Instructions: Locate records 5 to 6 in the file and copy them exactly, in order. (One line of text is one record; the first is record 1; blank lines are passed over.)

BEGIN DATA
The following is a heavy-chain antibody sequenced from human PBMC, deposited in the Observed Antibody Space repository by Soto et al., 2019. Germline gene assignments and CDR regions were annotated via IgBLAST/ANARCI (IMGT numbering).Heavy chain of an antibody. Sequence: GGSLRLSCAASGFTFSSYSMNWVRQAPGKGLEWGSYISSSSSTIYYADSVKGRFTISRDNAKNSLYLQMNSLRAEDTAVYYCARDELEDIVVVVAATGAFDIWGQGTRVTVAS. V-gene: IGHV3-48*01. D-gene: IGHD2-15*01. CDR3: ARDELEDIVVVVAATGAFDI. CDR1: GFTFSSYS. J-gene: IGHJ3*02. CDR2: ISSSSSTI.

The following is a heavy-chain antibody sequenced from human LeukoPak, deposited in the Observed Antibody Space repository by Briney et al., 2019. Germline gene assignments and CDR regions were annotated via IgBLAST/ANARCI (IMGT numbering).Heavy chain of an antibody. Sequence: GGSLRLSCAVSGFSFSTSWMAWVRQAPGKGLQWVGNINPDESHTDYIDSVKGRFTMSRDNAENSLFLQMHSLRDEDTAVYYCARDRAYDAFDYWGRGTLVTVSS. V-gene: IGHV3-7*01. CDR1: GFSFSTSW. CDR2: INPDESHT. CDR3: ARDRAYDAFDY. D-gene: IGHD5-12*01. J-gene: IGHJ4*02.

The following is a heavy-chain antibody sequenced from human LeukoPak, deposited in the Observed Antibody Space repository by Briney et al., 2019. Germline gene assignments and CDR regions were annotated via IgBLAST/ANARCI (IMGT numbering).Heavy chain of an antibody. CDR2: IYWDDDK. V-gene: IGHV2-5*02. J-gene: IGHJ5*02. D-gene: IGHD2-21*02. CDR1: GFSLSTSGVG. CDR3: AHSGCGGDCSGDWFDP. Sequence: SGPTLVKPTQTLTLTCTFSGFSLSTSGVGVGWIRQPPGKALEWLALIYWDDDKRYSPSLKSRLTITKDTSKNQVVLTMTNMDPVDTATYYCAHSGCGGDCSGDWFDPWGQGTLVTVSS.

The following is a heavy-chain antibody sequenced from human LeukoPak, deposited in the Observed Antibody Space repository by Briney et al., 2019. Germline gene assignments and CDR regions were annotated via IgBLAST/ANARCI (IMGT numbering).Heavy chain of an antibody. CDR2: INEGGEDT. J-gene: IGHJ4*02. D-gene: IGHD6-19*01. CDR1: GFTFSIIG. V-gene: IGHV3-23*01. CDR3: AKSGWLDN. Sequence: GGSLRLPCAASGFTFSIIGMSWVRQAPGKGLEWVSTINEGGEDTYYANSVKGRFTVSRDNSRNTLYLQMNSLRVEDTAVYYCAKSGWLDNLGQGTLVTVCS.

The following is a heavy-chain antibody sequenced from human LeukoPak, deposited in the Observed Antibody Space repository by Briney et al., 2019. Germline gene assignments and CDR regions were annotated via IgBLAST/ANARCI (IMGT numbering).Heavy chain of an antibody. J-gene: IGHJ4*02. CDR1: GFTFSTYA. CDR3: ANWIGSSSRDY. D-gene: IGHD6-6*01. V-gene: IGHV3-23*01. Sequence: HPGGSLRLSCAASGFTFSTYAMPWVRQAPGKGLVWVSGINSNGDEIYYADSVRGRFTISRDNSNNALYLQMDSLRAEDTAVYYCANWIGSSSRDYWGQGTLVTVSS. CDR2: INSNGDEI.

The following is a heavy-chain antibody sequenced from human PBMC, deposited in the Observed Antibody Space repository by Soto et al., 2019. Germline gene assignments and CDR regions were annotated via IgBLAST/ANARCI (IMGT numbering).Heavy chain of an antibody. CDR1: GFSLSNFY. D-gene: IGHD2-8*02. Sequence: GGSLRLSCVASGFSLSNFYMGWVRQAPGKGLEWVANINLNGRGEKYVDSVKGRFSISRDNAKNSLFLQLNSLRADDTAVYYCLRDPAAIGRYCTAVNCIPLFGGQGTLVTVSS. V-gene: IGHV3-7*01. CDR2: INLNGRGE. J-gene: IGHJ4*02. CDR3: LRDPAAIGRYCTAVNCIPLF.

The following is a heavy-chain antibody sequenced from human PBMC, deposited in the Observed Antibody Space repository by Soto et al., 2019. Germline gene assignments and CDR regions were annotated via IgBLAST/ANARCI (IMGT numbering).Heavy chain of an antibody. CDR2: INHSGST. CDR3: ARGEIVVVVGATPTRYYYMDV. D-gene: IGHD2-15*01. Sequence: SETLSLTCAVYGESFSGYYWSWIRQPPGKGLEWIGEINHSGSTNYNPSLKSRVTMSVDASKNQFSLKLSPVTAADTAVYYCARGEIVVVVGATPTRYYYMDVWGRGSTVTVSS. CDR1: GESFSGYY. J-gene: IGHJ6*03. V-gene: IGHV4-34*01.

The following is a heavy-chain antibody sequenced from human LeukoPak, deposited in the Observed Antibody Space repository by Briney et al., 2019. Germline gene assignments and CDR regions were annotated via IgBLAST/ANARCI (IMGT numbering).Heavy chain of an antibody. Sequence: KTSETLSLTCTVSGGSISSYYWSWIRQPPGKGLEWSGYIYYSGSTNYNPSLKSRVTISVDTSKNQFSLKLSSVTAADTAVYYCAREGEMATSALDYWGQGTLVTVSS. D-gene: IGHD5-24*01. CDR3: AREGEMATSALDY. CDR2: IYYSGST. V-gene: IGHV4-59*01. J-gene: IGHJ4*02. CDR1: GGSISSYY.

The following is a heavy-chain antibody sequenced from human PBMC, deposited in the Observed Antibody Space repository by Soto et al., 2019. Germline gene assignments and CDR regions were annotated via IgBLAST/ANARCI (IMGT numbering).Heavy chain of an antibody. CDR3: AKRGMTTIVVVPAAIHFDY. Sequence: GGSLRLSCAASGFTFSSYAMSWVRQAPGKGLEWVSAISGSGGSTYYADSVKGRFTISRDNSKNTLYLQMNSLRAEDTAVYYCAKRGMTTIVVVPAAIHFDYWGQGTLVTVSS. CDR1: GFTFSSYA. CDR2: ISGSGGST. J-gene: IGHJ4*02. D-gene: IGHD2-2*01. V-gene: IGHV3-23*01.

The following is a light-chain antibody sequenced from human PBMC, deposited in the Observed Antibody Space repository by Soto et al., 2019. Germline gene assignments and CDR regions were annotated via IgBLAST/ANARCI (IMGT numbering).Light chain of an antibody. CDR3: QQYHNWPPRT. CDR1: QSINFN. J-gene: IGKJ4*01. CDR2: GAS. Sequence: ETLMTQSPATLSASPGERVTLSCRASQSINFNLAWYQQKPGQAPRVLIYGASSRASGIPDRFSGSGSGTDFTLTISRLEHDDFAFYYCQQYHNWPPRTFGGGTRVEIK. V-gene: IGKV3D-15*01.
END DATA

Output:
The following is a heavy-chain antibody sequenced from human LeukoPak, deposited in the Observed Antibody Space repository by Briney et al., 2019. Germline gene assignments and CDR regions were annotated via IgBLAST/ANARCI (IMGT numbering).Heavy chain of an antibody. J-gene: IGHJ4*02. CDR1: GFTFSTYA. CDR3: ANWIGSSSRDY. D-gene: IGHD6-6*01. V-gene: IGHV3-23*01. Sequence: HPGGSLRLSCAASGFTFSTYAMPWVRQAPGKGLVWVSGINSNGDEIYYADSVRGRFTISRDNSNNALYLQMDSLRAEDTAVYYCANWIGSSSRDYWGQGTLVTVSS. CDR2: INSNGDEI.

The following is a heavy-chain antibody sequenced from human PBMC, deposited in the Observed Antibody Space repository by Soto et al., 2019. Germline gene assignments and CDR regions were annotated via IgBLAST/ANARCI (IMGT numbering).Heavy chain of an antibody. CDR1: GFSLSNFY. D-gene: IGHD2-8*02. Sequence: GGSLRLSCVASGFSLSNFYMGWVRQAPGKGLEWVANINLNGRGEKYVDSVKGRFSISRDNAKNSLFLQLNSLRADDTAVYYCLRDPAAIGRYCTAVNCIPLFGGQGTLVTVSS. V-gene: IGHV3-7*01. CDR2: INLNGRGE. J-gene: IGHJ4*02. CDR3: LRDPAAIGRYCTAVNCIPLF.